Among all of the superstars whose successes and failures will have a tremendous impact on the Los Angeles Kings and Chicago Blackhawks matchup in the Western Conference Final, no player's performance will play a bigger role in determining the outcome of the series than Jonathan Quick's.
The dilemma for the Blackhawks to solve is finding ways to beat Los Angeles' starting goaltender on a consistent basis, which has proven to be the most difficult of challenges in the playoffs thus far.
As well as Quick played last season when he led the Kings to their first championship in franchise history as the Conn Smythe Trophy winner, he's been as good or better in several statistical categories during the 2013 NHL playoffs.
Quick has allowed two goals or fewer in 11 of his last 13 starts and is the most consistent goaltender in the playoffs.
Simply, he's the most dominant player in the world right now. Kings defenseman Drew Doughty put it this way to LA Kings Insider:
He won the Conn Smythe last year, and I was saying to a couple guys yesterday, "He makes better saves than I think he did all playoff run last year."
He’s just been standing on his head for us, and it’s great to have him do that, but I think we’ve got to back him up a little more. He’s been having to make too many big saves.
When the Blackhawks made a stronger effort to get bodies in front of Detroit Red Wings goalie Jimmy Howard in their second-round series, they started to score more goals and make Howard work harder to stop the puck in traffic.
This has to be the game plan against the Kings, but since Quick plays so low to the ice, he rarely loses sight of the puck and stays calm, cool and collected when there is heavy traffic in front of his net. His strong positioning and vision allow him to stop deflected shots and make quick reflex saves.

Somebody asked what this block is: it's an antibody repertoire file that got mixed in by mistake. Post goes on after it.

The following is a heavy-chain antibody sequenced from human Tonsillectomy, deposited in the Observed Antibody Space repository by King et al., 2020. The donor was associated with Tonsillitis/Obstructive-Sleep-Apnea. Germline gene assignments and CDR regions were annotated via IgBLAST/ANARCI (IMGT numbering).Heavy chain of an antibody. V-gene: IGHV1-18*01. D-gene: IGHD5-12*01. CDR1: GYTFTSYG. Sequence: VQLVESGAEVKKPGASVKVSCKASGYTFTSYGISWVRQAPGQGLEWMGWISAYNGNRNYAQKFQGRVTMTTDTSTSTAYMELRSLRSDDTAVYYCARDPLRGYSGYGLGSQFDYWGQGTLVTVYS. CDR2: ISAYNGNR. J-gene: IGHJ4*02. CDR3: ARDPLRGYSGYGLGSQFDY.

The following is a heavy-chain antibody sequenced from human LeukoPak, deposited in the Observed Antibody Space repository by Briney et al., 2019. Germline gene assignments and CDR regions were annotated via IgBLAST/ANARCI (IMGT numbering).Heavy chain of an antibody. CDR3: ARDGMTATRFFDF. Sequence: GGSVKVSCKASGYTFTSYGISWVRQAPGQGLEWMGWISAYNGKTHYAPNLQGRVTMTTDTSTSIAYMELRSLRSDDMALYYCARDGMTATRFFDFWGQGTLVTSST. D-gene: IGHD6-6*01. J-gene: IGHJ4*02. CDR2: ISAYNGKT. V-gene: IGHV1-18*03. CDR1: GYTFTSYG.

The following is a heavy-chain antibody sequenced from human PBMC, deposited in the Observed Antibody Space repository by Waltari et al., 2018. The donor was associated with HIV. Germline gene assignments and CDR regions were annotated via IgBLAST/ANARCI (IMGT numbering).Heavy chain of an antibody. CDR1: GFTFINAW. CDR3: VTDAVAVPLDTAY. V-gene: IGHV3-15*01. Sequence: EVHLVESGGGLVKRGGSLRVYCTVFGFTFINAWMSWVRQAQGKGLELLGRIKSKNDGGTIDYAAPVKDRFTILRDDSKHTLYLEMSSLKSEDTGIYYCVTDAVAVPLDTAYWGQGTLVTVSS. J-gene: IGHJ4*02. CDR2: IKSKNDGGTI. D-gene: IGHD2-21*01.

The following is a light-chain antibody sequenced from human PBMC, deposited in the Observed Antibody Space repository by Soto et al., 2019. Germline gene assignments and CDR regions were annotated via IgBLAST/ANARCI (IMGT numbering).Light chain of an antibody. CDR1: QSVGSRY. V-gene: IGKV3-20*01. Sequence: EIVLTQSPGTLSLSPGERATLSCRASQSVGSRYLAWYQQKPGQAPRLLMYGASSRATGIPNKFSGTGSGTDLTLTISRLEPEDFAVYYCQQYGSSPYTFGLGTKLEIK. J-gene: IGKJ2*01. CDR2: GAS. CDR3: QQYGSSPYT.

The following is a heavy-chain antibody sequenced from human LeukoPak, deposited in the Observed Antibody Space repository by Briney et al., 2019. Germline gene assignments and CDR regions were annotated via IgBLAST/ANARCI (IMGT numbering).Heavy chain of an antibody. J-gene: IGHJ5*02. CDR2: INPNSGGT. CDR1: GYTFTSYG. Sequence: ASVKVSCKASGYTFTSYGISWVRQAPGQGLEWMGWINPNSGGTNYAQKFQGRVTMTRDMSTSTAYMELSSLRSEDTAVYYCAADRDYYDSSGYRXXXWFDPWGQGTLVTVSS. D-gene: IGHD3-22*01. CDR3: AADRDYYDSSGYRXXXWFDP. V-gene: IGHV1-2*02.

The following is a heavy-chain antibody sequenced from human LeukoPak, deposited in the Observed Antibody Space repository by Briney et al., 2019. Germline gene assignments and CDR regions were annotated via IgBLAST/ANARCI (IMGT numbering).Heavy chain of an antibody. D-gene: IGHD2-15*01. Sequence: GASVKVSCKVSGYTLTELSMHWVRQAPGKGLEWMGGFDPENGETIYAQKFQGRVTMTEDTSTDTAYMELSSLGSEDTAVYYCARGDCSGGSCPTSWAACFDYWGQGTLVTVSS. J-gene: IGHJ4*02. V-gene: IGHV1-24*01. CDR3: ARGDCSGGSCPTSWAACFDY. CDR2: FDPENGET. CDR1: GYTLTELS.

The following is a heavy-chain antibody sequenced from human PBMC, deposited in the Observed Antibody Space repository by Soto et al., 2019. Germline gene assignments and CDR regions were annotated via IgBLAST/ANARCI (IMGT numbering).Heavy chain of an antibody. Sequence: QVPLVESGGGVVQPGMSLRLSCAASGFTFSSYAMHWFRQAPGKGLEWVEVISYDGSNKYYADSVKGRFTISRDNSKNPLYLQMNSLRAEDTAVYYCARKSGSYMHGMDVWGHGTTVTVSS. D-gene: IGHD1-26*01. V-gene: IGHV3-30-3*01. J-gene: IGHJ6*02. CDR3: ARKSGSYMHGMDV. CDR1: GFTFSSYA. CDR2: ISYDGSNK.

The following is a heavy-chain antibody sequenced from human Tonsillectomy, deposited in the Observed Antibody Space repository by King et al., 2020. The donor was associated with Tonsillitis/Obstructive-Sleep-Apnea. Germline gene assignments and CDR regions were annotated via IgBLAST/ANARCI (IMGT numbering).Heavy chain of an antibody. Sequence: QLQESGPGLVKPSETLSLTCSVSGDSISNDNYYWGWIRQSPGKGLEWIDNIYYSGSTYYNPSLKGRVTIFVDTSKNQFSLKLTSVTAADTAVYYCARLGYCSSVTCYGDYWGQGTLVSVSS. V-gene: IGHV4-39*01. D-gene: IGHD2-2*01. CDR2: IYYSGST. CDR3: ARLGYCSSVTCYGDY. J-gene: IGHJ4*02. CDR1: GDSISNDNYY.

Chicago does a great job of beating goalies high glove side because of the impressive amount of snipers in its top three lines, but Quick's high hockey intelligence does well to take away this area of the net by coming out of his crease to cut down the angle.
Quick also doesn't lose focus when opposing players interfere with him. He won't let contact or soft goals negatively impact him. Playing mind games with Quick or trying to rattle him isn't an effective strategy.
The Blackhawks are one of the most effective third-period teams in the NHL. Chicago's plus-six rating in the final 20 minutes is the best among the four conference finalists, and its 14 third-period goals are tied for the second-most this postseason.
Maintaining this level of success in the third period against Quick will not be easy.
He has allowed just five third-period goals through 13 games, which is the fewest among all goaltenders. In his team's seven-game second-round series victory over the high-powered San Jose Sharks, Quick gave up just three third-period goals and made a number of clutch saves to prevent the Kings' season from ending, including a stunning stop on Joe Pavelski in Game 7 (watch here).